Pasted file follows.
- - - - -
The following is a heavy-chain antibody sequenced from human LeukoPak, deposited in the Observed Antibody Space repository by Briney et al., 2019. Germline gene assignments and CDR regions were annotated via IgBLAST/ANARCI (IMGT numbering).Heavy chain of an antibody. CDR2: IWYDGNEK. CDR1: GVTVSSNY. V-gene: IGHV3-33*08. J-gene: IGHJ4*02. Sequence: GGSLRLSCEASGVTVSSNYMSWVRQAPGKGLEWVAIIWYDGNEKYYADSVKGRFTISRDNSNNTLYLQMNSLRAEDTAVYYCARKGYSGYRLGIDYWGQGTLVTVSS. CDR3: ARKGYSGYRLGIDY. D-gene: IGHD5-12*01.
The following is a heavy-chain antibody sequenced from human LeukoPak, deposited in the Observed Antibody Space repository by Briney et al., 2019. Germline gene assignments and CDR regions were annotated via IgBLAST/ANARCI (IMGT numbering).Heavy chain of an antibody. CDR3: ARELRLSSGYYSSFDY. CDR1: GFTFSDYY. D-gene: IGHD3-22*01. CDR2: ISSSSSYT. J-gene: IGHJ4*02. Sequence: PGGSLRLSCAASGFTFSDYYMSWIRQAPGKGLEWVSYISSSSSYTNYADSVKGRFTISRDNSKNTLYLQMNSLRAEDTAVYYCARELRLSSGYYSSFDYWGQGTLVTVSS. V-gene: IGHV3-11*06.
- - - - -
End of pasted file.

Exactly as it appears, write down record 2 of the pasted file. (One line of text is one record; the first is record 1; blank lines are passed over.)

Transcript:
The following is a heavy-chain antibody sequenced from human LeukoPak, deposited in the Observed Antibody Space repository by Briney et al., 2019. Germline gene assignments and CDR regions were annotated via IgBLAST/ANARCI (IMGT numbering).Heavy chain of an antibody. CDR3: ARELRLSSGYYSSFDY. CDR1: GFTFSDYY. D-gene: IGHD3-22*01. CDR2: ISSSSSYT. J-gene: IGHJ4*02. Sequence: PGGSLRLSCAASGFTFSDYYMSWIRQAPGKGLEWVSYISSSSSYTNYADSVKGRFTISRDNSKNTLYLQMNSLRAEDTAVYYCARELRLSSGYYSSFDYWGQGTLVTVSS. V-gene: IGHV3-11*06.